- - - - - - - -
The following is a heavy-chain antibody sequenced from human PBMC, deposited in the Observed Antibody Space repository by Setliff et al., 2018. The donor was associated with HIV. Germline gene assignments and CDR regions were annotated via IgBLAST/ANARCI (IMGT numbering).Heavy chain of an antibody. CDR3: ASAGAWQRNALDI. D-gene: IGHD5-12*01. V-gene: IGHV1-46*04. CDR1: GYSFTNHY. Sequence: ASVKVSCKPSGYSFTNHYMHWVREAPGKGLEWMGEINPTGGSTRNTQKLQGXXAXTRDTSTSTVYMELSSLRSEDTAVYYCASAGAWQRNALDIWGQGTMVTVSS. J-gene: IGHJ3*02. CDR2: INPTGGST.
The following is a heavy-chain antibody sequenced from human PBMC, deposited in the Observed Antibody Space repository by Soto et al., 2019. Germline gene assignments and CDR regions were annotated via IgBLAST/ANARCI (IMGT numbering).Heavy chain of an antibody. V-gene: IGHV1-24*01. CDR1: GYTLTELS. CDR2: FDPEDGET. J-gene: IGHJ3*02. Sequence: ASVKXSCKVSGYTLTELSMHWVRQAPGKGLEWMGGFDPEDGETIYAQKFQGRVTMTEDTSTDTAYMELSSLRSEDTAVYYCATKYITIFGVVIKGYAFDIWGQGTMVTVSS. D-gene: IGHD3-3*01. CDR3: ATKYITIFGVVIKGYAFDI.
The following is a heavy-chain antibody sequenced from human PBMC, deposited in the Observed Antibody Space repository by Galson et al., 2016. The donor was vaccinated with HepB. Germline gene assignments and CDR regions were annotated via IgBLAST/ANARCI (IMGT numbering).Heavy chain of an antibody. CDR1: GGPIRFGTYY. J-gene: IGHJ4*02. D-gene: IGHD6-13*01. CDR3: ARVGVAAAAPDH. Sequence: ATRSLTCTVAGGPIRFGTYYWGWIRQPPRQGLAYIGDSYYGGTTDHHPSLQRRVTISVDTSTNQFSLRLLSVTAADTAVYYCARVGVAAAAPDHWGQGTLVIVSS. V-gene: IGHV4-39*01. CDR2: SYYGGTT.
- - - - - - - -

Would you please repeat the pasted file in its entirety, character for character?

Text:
The following is a heavy-chain antibody sequenced from human PBMC, deposited in the Observed Antibody Space repository by Setliff et al., 2018. The donor was associated with HIV. Germline gene assignments and CDR regions were annotated via IgBLAST/ANARCI (IMGT numbering).Heavy chain of an antibody. CDR3: ASAGAWQRNALDI. D-gene: IGHD5-12*01. V-gene: IGHV1-46*04. CDR1: GYSFTNHY. Sequence: ASVKVSCKPSGYSFTNHYMHWVREAPGKGLEWMGEINPTGGSTRNTQKLQGXXAXTRDTSTSTVYMELSSLRSEDTAVYYCASAGAWQRNALDIWGQGTMVTVSS. J-gene: IGHJ3*02. CDR2: INPTGGST.
The following is a heavy-chain antibody sequenced from human PBMC, deposited in the Observed Antibody Space repository by Soto et al., 2019. Germline gene assignments and CDR regions were annotated via IgBLAST/ANARCI (IMGT numbering).Heavy chain of an antibody. V-gene: IGHV1-24*01. CDR1: GYTLTELS. CDR2: FDPEDGET. J-gene: IGHJ3*02. Sequence: ASVKXSCKVSGYTLTELSMHWVRQAPGKGLEWMGGFDPEDGETIYAQKFQGRVTMTEDTSTDTAYMELSSLRSEDTAVYYCATKYITIFGVVIKGYAFDIWGQGTMVTVSS. D-gene: IGHD3-3*01. CDR3: ATKYITIFGVVIKGYAFDI.
The following is a heavy-chain antibody sequenced from human PBMC, deposited in the Observed Antibody Space repository by Galson et al., 2016. The donor was vaccinated with HepB. Germline gene assignments and CDR regions were annotated via IgBLAST/ANARCI (IMGT numbering).Heavy chain of an antibody. CDR1: GGPIRFGTYY. J-gene: IGHJ4*02. D-gene: IGHD6-13*01. CDR3: ARVGVAAAAPDH. Sequence: ATRSLTCTVAGGPIRFGTYYWGWIRQPPRQGLAYIGDSYYGGTTDHHPSLQRRVTISVDTSTNQFSLRLLSVTAADTAVYYCARVGVAAAAPDHWGQGTLVIVSS. V-gene: IGHV4-39*01. CDR2: SYYGGTT.